Chester Bennington‘s pre-Linkin Park band, Grey Daze, have shared the first episode of their documentary series. Watch the first episode below.
The four-part series, called Grey Daze: Creation of the Phoenix, follows the band from their origins in the ’90s up to their yet-to-be-released LP, ‘The Phoenix’. The record, which is set to come out on June 17, features re-mastered vocals from Bennington.
The Linkin Park frontman left Grey Daze back in 1998, but had reunited with them and was in the middle of re-recording music for a new album when he died in 2017.
The band have shared the first episode of the docu-series, which features footage of Bennington and his bandmates playing together at their start, before getting into their experience of making ‘The Phoenix’, a follow-up to their 2020 album ‘Amends‘, which also featured re-mastered vocals from Bennington’s.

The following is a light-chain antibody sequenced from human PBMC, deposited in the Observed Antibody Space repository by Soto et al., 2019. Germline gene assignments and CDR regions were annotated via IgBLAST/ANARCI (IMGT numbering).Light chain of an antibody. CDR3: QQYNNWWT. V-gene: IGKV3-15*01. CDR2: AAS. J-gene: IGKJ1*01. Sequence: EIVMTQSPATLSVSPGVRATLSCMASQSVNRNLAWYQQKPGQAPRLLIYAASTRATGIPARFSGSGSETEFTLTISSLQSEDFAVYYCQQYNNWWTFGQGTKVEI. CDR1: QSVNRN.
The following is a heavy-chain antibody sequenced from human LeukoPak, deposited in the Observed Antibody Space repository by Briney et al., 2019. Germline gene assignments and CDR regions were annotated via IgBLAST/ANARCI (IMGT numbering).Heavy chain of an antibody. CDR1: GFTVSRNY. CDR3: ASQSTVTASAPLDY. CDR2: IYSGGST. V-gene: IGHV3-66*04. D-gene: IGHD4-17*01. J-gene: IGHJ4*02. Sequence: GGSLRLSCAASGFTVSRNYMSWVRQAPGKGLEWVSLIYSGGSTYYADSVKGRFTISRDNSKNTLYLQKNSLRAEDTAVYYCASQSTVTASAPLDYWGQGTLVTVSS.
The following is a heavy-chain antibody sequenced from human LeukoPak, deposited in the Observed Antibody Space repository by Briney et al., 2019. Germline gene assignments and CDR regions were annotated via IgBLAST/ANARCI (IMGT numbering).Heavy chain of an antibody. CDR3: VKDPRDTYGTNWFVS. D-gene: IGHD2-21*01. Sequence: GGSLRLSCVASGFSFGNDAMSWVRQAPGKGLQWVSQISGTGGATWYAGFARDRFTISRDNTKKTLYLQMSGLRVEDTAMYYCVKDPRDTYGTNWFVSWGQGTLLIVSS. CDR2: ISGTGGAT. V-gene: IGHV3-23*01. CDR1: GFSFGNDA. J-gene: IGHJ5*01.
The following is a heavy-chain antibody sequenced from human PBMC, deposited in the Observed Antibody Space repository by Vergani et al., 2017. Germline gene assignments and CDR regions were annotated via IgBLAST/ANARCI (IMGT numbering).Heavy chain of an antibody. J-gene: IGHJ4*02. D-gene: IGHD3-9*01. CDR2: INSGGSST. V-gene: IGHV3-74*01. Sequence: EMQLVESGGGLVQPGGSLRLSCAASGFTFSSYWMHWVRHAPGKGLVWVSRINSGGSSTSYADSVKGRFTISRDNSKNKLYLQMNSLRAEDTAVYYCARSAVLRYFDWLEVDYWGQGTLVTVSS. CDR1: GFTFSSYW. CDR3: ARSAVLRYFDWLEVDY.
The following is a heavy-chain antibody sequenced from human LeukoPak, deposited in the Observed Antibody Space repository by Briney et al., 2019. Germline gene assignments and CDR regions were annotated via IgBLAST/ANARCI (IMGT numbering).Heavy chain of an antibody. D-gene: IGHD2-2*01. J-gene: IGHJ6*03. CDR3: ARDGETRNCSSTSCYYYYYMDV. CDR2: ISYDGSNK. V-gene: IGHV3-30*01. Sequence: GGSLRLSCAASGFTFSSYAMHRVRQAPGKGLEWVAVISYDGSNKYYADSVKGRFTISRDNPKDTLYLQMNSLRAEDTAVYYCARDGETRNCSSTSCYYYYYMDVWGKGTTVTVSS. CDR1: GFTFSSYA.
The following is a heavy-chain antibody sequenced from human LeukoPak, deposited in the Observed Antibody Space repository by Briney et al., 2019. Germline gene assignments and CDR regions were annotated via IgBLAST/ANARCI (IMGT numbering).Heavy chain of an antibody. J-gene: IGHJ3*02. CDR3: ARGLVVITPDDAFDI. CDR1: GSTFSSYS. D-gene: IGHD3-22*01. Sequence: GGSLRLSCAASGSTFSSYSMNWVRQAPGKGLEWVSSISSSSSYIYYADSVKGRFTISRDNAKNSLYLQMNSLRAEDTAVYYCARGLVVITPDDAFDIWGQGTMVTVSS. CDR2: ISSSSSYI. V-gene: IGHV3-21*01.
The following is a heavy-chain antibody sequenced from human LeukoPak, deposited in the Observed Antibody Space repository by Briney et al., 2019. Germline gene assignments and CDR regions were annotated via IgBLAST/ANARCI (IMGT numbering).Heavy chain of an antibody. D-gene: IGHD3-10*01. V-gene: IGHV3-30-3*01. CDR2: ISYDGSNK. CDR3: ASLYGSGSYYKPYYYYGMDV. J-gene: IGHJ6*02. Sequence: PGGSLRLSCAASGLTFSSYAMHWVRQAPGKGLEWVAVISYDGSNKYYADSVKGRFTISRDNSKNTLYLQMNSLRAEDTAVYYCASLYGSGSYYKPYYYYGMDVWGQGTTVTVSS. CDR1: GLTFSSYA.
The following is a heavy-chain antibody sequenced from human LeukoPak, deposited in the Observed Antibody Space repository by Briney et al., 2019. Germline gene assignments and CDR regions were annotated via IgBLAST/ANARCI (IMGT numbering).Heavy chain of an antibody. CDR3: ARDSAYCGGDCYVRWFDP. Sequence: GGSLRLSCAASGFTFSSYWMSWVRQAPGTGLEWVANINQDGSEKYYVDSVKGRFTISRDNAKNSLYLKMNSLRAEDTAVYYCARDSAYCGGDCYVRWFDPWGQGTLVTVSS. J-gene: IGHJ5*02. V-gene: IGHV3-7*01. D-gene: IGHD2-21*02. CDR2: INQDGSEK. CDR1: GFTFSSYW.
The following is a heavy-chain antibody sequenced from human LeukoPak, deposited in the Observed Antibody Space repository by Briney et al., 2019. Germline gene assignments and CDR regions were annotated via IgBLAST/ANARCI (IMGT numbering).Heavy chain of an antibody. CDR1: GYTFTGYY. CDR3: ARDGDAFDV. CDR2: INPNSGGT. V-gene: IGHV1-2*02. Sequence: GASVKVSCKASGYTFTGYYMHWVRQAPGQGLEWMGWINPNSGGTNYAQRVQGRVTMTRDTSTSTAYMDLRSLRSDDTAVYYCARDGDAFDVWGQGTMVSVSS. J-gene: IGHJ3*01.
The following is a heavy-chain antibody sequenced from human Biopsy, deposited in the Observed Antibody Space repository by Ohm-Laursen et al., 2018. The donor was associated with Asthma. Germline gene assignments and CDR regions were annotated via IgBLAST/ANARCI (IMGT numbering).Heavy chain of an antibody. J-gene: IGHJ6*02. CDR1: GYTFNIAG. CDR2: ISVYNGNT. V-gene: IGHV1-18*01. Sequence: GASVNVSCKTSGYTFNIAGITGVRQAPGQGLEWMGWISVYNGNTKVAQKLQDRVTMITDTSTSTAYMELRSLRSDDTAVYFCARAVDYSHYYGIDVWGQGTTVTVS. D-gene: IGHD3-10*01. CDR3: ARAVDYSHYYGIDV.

‘The Phoenix’ will be a 10-song collection intended to honour the late singer, with contributions from Dave Navarro, Richard Patrick and Bennington’s daughters, Lily and Lila Bennington.
“’Amends’ was more emotional and reflective,” Graze drummer Sean Dowdell said about the band’s coming release. “We felt sad when we were writing it. Now that we’re a couple of years removed, it’s very clear what we were going through. We were at a different stage of grief. We went through the shock and the sadness. Now, we’re back to gratitude.”
Dowdell added: “‘The Phoenix’ is more of a celebration of our friend, his talent, and the music. It captures Chester’s angst and energy that people fell in love with. It’s much more aggressive. If you love Chester’s scream, you’ll love this record.”
In a four-star review of ‘Amends’ NME said, “rather than dwell on loss, ‘Amends’ celebrates the wild extremes of living” adding that it is “a great modern rock record fronted by one of the best vocalists in the game.”
“‘Amends’ echoes the raw angst that made Chester a superstar with those early Linkin Park albums but also leans into his desire to speak to as many people as possible. Adding to his legacy but dealing in more than cheap nostalgia, ‘Amends’ is a powerful record that offers comfort, motivation and a sense of belonging.”